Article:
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French left says it can govern, but center says it is necessary

French political leaders from the left-wing bloc that came first in Sunday’s legislative elections (7) said they intend to govern according to their high-spending program, but centrists say they should play a role since the left does not have a majority.

The unexpected snap election result has plunged France into uncertainty just ahead of the Paris Olympics, with no obvious path to a stable government capable of passing any legislation in a fragmented parliament.

The left-wing New Popular Front (NFP) won the most seats in the National Assembly but fell short of an absolute majority by about 100 seats. President Emmanuel Macron’s centrist party came second and the far-right National Rally came third.

NFP leaders have met behind closed doors several times since the result was released on Sunday night (7), trying to reach an agreement on which of them should be prime minister and how they should approach governing without a majority.

Jean-Luc Mélenchon, leader of the far-left France Insoumise party, said an NFP government should fully implement its program, which includes raising the minimum wage, lowering the retirement age and capping prices for fuel, energy and some basic foods.

The political program “cannot be cut into pieces,” he said on TF1 television on Monday night (8), rejecting the idea of ​​a coalition with parties outside the NFP.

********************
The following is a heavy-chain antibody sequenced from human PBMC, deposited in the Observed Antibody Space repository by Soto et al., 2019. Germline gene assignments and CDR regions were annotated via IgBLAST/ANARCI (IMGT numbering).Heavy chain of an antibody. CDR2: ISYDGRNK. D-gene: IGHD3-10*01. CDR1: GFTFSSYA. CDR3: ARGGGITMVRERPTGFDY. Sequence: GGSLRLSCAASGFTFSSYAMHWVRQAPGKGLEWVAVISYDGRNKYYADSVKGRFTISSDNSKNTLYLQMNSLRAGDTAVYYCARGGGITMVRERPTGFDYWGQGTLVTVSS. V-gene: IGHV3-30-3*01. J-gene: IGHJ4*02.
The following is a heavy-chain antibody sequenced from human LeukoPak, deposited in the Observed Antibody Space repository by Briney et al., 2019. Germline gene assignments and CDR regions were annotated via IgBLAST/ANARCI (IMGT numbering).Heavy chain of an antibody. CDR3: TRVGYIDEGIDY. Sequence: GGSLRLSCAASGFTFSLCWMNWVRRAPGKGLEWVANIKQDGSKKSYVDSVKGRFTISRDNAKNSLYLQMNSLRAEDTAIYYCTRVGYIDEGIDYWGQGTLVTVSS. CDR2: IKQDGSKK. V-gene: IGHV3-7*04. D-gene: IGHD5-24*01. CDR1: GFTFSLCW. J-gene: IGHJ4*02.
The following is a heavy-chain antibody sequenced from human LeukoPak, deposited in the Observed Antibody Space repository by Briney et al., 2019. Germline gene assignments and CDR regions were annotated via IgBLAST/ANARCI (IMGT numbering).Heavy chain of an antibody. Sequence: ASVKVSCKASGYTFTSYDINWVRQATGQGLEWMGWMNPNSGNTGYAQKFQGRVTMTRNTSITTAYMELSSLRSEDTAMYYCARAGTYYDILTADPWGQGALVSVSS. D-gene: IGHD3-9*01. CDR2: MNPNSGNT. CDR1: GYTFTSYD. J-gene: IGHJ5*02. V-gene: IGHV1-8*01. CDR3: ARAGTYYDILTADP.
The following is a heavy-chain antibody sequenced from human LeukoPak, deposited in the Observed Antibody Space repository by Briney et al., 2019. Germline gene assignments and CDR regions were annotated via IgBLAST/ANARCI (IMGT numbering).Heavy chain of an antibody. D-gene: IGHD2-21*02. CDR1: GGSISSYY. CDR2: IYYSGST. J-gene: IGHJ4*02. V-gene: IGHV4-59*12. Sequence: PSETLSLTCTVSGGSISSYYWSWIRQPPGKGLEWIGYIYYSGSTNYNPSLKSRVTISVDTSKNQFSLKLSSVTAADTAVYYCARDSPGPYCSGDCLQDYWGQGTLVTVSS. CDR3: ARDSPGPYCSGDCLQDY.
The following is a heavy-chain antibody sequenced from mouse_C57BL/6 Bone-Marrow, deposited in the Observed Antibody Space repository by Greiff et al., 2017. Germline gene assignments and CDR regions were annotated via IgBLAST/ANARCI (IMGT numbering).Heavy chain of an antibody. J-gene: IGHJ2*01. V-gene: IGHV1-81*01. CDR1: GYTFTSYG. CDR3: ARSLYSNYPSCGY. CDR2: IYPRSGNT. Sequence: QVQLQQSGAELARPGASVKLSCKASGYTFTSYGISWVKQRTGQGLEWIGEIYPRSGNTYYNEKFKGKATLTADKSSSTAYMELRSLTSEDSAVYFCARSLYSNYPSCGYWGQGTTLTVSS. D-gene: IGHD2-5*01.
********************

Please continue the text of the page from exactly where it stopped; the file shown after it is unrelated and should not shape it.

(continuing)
“This country is suffering from the lies of its leaders, who promise certain things and deliver on others,” Mélenchon said, arguing that this was one reason why the NFP should remain true to its stated principles.

However, centrists pointed out that the NFP was too far from having a majority to govern without the support of its own parliamentary bloc. They suggested that the NFP should split so that its more moderate elements could form a broader coalition of centre-left, green, centrist and centre-right parties.

“The centrist bloc is prepared to negotiate with all parties that share our republican values,” Foreign Minister Stéphane Séjourné, leader of Macron’s Renaissance party, said on LCI television.

“Our preconditions need to be defined, but our red lines are well known,” he said, listing support for the European Union and Ukraine, combating racism and anti-Semitism, accelerating the transition to a green economy and maintaining efforts to increase France’s attractiveness as an investment destination.

“This necessarily excludes Jean-Luc Mélenchon and France Insoumise from the government equation,” he said.

Source: CNN Brasil

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